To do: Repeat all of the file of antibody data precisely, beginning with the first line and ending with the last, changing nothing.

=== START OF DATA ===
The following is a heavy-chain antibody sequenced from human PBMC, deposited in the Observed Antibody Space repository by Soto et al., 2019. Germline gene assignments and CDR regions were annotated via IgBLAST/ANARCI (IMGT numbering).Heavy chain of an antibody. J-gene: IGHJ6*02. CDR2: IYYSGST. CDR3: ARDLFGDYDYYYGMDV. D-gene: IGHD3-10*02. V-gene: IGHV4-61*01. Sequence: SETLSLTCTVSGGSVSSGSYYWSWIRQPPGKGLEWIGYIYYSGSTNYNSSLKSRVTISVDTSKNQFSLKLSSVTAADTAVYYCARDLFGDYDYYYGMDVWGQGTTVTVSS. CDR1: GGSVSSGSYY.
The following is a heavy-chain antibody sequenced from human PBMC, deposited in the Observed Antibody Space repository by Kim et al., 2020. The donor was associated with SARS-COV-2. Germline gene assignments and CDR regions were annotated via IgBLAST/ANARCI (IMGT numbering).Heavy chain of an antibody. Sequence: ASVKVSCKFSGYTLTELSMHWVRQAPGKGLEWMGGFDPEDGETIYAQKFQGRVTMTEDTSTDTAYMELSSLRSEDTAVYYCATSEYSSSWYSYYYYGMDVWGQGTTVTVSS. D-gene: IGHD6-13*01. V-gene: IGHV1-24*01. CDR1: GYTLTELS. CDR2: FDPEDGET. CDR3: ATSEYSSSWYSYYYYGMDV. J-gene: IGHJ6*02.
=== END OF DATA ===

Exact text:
The following is a heavy-chain antibody sequenced from human PBMC, deposited in the Observed Antibody Space repository by Soto et al., 2019. Germline gene assignments and CDR regions were annotated via IgBLAST/ANARCI (IMGT numbering).Heavy chain of an antibody. J-gene: IGHJ6*02. CDR2: IYYSGST. CDR3: ARDLFGDYDYYYGMDV. D-gene: IGHD3-10*02. V-gene: IGHV4-61*01. Sequence: SETLSLTCTVSGGSVSSGSYYWSWIRQPPGKGLEWIGYIYYSGSTNYNSSLKSRVTISVDTSKNQFSLKLSSVTAADTAVYYCARDLFGDYDYYYGMDVWGQGTTVTVSS. CDR1: GGSVSSGSYY.
The following is a heavy-chain antibody sequenced from human PBMC, deposited in the Observed Antibody Space repository by Kim et al., 2020. The donor was associated with SARS-COV-2. Germline gene assignments and CDR regions were annotated via IgBLAST/ANARCI (IMGT numbering).Heavy chain of an antibody. Sequence: ASVKVSCKFSGYTLTELSMHWVRQAPGKGLEWMGGFDPEDGETIYAQKFQGRVTMTEDTSTDTAYMELSSLRSEDTAVYYCATSEYSSSWYSYYYYGMDVWGQGTTVTVSS. D-gene: IGHD6-13*01. V-gene: IGHV1-24*01. CDR1: GYTLTELS. CDR2: FDPEDGET. CDR3: ATSEYSSSWYSYYYYGMDV. J-gene: IGHJ6*02.